Critics say new enforcement agreement goes too far
WhatsApp users, be careful. A controversial update to the free messaging app was released on May 15.
The changes allow WhatsApp to share more of your private information with Facebook, the app owner.
Sounds a little harmless, right? And WhatsApp has been very clear on this: your private chats will remain private.
But critics, including privacy advocates in countries like Germany, Turkey, India and South Africa, say the policy goes too far.
What are you giving? Watch this video to find out:
Why are people worried?
The updated policy will allow WhatsApp to share your personal data, including location information and phone numbers, with Facebook, Facebook Messenger, and Instagram, even if you don’t have an account on those platforms.
Users shouldn’t have to disclose so much personal information to use the app, critics say. This is not what they signed up for.
“Given Facebook’s status as one of the world’s largest corporations,” the South African news regulator said on May 13, action must be taken to “hold Facebook accountable”.
The new policy was supposed to become mandatory for all WhatsApp users on February 8, but the deadline was extended to May 15 following a backlash. (Image credit: Justin Sullivan / Getty Images)
WhatsApp says the goal of the change is to make it easier for people to communicate with businesses – and even shop – on the app.
He says it is necessary to gather a little personal information to make this possible.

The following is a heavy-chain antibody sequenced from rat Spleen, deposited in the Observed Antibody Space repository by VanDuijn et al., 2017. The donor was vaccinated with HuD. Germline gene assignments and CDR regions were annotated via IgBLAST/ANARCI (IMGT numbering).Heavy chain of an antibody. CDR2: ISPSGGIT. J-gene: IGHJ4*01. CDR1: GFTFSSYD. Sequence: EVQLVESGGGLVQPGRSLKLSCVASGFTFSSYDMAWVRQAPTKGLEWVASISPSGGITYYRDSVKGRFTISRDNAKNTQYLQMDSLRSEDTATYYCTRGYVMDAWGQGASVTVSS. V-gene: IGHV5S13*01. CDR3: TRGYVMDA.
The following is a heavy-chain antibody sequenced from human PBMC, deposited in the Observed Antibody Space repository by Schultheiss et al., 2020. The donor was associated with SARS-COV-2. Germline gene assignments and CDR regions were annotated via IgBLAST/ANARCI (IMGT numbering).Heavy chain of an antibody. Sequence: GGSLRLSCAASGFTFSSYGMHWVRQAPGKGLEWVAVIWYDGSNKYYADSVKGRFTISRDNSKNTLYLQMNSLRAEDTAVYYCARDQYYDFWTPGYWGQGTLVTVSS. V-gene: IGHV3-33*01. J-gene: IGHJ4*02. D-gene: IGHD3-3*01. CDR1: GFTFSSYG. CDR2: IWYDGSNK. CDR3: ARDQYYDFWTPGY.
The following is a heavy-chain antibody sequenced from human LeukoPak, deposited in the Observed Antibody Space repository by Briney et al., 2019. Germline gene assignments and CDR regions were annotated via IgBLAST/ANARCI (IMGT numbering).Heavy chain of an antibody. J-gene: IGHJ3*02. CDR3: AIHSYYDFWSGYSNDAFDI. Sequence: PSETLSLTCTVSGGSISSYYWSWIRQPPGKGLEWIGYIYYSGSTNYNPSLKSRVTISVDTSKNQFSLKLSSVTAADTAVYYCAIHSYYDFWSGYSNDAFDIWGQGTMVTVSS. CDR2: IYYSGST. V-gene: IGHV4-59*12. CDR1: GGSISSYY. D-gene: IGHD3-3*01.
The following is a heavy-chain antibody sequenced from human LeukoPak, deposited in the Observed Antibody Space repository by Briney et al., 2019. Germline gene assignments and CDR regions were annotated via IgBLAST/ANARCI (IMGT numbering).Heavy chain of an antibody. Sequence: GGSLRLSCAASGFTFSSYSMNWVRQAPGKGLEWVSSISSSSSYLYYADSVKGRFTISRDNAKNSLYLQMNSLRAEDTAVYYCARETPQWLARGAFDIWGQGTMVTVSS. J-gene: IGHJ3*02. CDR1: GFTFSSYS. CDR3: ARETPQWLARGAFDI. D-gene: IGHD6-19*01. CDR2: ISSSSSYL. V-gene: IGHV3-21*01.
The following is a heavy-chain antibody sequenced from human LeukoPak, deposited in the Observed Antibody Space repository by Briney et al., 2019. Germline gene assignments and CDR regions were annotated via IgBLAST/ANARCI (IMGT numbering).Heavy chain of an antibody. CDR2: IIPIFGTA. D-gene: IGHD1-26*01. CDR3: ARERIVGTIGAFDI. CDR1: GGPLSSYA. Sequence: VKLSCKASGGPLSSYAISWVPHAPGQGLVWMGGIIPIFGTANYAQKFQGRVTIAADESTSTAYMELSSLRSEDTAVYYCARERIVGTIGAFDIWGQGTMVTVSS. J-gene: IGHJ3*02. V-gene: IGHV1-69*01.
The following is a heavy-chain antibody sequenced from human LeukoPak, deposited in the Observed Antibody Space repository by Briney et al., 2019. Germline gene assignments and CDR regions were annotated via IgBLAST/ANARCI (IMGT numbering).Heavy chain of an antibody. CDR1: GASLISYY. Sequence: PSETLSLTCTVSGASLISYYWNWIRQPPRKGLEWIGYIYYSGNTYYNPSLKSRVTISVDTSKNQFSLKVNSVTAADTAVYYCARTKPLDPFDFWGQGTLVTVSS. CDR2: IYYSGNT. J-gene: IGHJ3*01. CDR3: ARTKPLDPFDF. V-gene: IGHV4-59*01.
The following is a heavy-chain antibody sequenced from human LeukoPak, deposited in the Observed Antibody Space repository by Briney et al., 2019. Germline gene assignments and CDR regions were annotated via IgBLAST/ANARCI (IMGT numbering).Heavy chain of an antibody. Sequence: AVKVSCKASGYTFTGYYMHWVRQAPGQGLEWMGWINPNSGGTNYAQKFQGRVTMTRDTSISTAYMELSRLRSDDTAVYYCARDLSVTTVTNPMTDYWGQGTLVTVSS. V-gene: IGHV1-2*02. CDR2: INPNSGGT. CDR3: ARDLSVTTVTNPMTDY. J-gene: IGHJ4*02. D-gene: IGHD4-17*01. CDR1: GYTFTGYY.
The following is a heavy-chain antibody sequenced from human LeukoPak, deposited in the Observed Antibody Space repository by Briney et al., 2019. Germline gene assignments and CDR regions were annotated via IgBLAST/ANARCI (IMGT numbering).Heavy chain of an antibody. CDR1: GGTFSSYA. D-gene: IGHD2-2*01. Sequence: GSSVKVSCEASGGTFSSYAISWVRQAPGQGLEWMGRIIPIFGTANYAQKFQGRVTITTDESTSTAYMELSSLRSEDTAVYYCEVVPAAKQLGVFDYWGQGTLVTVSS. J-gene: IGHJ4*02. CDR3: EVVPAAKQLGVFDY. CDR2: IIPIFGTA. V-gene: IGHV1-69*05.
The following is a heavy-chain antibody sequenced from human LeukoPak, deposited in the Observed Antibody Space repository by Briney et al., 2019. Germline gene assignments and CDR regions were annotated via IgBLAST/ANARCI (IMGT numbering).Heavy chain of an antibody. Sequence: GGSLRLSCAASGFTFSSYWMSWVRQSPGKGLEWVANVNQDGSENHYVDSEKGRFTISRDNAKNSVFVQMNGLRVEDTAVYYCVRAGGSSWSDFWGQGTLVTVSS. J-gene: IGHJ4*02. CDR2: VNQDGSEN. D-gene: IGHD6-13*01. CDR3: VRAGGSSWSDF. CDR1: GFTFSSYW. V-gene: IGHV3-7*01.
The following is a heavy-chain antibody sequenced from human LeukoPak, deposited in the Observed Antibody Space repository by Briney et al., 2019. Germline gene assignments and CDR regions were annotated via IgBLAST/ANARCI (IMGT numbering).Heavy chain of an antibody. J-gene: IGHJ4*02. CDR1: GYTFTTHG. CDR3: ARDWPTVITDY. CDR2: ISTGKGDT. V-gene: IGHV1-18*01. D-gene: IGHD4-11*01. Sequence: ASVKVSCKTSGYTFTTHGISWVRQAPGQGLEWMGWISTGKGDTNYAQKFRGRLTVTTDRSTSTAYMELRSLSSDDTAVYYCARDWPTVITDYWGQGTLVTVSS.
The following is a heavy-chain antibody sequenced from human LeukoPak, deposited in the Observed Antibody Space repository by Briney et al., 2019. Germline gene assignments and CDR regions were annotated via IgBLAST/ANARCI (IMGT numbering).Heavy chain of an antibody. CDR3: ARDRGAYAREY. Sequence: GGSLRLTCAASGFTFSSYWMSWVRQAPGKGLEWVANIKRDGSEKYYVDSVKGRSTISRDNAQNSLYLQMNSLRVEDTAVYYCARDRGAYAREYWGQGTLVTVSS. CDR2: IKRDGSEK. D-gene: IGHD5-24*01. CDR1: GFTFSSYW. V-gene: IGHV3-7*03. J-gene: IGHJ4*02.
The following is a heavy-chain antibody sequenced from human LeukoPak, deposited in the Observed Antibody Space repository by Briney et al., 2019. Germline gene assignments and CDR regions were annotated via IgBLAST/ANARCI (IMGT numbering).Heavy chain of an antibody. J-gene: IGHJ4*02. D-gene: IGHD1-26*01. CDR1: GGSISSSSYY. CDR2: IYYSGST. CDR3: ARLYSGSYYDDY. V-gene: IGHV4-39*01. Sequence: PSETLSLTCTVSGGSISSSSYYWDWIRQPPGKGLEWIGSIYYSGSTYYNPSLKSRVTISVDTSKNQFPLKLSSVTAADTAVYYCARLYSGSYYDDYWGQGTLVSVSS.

“We believe people are looking for apps that are both reliable and secure,” the company said in a Feb. 18 blog post, “even though it requires WhatsApp to have limited data. “
WhatsApp has said that its goal in the future will be to develop new ways of fulfilling its responsibilities “with less information, not more”.
Despite the latest update, conversations on the app are still encrypted, WhatsApp confirmed, meaning no one on WhatsApp or Facebook can read them.
What does this mean for users?
Over the past few days, users may have noticed notifications every time they log into the app, prompting them to accept the update.
If you don’t accept them, those reminders will become “persistent,” What’sApp said. This means it will be a bit non-stop.
At first, that might just mean losing access to your mailing list. Eventually, you will stop receiving messages or calls altogether.
Some people choose not to accept the update and instead explore similar apps including Signal or Telegram.
With files from Reuters, The Associated Press
TOP IMAGE CREDIT: Dado Ruvic / Reuters